Today, many new professionals enter the market in entry-level coding jobs. Because it is expected that the number of entry-level coding positions will decline with the continued emergence of advancing technology, it is important that HIM students who choose to focus on coding-based jobs—such as auditing and clinical documentation improvement (CDI)—have deeper knowledge of how the coding process informs other higher-level positions. Michelle Green, RHIA, CPC, FAHIMA, an associate degree-level educator, says, “The implementation of computer-assisted coding is impacting our profession from an automation perspective, and although I personally believe that medical coders will be needed for many years in the future, it is also logical to plan for a future that embraces such technology.”

Wieczorek says that advances in workforce automation will eliminate some entry-level roles but create many new roles with greater influence and earning power. “The need for the human integrator role that helps make sense of data, who can interpret information that is created for a specific intention, such as claims data, but can be utilized in other ways such as clinical research, risk adjustment, operational and administrative functions, is huge,” Wieczorek says.

She further stresses that individuals in these current entry-level workforce roles have opportunities to increase their value to employers by seeking higher-level skills. It is these types of positions that will continue to emerge, and they will require greater knowledge at the entry level than today’s coding position requires and are generally grouped in the revenue management category. This change in curriculum is supported by AHIMA’s renewed strategy to focus on coding and CDI.

Similarly, greater knowledge and skills in data management will pave the way for students that have elected the associate-level data management specialty content to be prepared for roles that have not yet emerged. The proliferation of electronic systems—and their data progeny—are expected to grow in the future. “Our industry partners indicated they are looking for employees who possess key analytic skills along with relevant technology and leadership skills that allow them to adapt to change,” Limp says.

Underlying all health information needs is the need for data management in electronic form—the “roots” of health information management haven’t changed. HIM still must ensure that healthcare data content is accurate, complete, accessible for clinical care, and accessible and transferable for continuity of care while also being protected, confidential, and secure. All HIM students will learn these skills, but those that choose the data management specialty will enter the workforce better prepared to manage healthcare data in all forms. With continued growth in the amount of electronic data and data sources, the Data Management focus also aligns with AHIMA’s strategy. AHIMA is dedicated to identifying new and innovative ways for HIM professionals to meet employer needs around data analytics.

Following the release of the 2018 HIM Curricula Competencies, the Commission on Accreditation for Health Informatics and Information Management Education (CAHIIM) adopted the curricula into their revised standards and initiated communication to academic programs regarding timelines for meeting the curricula standard. HIM Reimagined’s recommendations focused on transitioning the RHIT credential to a RHIT+ (specialty designation). At this time, CCHIIM has elected not to move forward with this HIMR recommendation for the RHIT+ certification. CCHIIM understands that there is more than one way to designate specialty knowledge, such as through micro-credentialing or certificates instead of certifications. For this reason, and as a result of the concerns voiced by AHIMA members about a potential change to the existing RHIT certification, CCHIIM reached the conclusion to not move in the direction of the RHIT+ specialty credential. There will be no changes to the current AHIMA RHIT credential and there will be no exam content changes to address the +specialty. The RHIT credential will be recognized in the workplace as it always has been: the entry-level credential for an HIM professional.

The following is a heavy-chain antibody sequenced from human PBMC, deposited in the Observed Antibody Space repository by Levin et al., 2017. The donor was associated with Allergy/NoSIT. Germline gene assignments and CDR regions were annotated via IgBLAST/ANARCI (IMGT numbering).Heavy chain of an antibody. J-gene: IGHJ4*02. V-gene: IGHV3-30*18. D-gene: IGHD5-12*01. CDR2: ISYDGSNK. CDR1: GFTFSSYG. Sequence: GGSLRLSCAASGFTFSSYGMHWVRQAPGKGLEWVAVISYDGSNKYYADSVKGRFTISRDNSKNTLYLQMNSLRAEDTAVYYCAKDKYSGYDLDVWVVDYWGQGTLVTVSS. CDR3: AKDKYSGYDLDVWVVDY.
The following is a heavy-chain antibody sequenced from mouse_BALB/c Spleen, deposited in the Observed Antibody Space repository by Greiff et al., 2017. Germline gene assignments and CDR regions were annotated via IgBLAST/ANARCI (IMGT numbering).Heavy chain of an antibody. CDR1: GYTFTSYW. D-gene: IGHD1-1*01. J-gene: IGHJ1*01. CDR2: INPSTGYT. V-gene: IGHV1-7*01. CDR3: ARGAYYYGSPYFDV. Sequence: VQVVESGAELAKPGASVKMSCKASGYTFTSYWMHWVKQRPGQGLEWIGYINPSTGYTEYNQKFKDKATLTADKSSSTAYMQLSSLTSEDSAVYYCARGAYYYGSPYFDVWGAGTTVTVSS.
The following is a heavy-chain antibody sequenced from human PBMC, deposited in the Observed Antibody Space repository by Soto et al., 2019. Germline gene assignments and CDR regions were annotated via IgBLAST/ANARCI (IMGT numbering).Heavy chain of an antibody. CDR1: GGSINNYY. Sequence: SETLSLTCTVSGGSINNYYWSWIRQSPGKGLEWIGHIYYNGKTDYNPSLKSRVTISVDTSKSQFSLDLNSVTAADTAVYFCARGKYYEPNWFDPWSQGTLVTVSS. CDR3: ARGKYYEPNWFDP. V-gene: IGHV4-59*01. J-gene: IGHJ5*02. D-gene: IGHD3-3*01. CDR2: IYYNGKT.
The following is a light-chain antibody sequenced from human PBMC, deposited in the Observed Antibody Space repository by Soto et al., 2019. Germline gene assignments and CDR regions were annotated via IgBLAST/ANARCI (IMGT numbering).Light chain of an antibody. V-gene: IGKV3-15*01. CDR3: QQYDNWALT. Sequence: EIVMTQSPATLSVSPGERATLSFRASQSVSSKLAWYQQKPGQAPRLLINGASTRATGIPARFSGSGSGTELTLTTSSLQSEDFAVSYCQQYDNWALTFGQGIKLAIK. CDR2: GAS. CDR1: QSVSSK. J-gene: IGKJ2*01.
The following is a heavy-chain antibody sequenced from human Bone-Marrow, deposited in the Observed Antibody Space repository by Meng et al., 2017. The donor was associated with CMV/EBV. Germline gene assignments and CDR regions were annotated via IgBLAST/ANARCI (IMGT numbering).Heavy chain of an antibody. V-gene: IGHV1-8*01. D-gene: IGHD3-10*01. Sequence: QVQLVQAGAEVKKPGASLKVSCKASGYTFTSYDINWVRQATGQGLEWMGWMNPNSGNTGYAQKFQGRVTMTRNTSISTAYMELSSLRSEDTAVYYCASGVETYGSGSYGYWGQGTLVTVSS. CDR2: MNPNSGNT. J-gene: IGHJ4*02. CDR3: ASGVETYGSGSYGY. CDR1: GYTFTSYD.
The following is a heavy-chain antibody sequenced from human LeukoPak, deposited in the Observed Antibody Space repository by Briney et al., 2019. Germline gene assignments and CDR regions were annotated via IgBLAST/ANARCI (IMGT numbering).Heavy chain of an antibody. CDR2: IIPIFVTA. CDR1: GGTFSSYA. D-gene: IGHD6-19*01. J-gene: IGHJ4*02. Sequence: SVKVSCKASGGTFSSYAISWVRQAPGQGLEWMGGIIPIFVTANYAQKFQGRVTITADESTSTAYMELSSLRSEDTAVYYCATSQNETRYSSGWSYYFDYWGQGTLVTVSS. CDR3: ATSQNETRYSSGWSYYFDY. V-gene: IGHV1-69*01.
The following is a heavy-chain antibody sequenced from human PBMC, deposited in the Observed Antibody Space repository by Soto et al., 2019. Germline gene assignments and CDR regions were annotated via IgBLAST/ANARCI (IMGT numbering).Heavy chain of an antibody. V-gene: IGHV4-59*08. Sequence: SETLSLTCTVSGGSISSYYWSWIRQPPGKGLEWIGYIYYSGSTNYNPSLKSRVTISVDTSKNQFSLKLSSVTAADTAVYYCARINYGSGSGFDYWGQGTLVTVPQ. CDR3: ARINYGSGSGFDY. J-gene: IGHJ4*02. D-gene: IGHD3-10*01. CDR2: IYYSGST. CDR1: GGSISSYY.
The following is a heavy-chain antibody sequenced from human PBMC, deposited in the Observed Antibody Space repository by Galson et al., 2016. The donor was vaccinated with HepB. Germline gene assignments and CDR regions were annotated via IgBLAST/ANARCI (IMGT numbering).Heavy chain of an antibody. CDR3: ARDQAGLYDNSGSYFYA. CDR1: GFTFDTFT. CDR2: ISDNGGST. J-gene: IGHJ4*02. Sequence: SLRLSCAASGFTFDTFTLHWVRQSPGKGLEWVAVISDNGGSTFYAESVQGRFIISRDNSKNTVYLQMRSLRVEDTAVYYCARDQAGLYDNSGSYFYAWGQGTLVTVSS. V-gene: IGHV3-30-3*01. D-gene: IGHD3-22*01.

Transformation Begins With You

When considering current and future employer needs within healthcare, HIM professionals must recognize the opportunities that exist to continue advancing individual skill sets in anticipation of future needs. One need only visit a job board to recognize the diverse number of HIM roles that require specific skills, competencies, and expertise as well as the expectation of the advanced degree level. Current HIM professionals and current students alike have opportunities to build upon their skills and expertise. One way that current professionals can demonstrate their competencies and skill set is through credentialing. A credential signifies that an individual has demonstrated a set of skills and competencies expected by employers in the current workforce.

Both students and current HIM professionals can benefit from the use of AHIMA’s career development tools which include the HIM Career Map, Salary Snapshot, and Career Assist Job Bank. The Career Map is an interactive tool that identifies transitional, progressive, and emerging career pathways within HIM and provides descriptions of job roles including the expected skills and educational requirements to attain each job role. This tool allows individuals to map their knowledge and skill development according to their chosen career path.

HIM professionals should regularly review their regional environment, identify the current state, and recognize future trends. Professional networking is a strong tool to support efforts and understand the transitions within a geographic region. Attending conferences, annual meetings, and local events is a great way to widen your network, increase your influence, and learn about changes others see occurring in their respective organizations. The AHIMA Engage communities also offer opportunities to network and follow industry trends and challenges among peers who may not be geographically accessible.

Transformation begins with you. “HIM professionals are at risk if they don’t continue to develop soft skills and technical expertise,” Ellison says. “As HIM professionals we need to know, sow, and grow. It is important that we realize as a profession it is our job to remain relevant, to be a part by networking, volunteering, and supporting each other.”

Accepting that the current behaviors, competencies, skills, and knowledge you presently possess will not be enough for the future is daunting. Yet it is critical that those who wish to be prepared to support future needs within the profession must pursue individual opportunities to advance their knowledge, skills, and expertise to address emerging roles. Ellison says that as a profession HIM will be stronger together, and HIM professionals should continue to stay involved, volunteer, and network in order to be informed about and remain relevant through workforce changes.

While AHIMA helps with healthcare information advocacy, provides a voice to the profession, and offers products and services to support current and emerging professional development needs, individuals are solely responsible for their own professional growth.

Christi L. Lower (christi.lower@ahima.org) is a subject matter expert in Academic Affairs at AHIMA.

Article citation:
Lower, Christi. “Lower, Teaching Tune-Up.” Journal of AHIMA 90, no. 5 (May 2019): 12-15.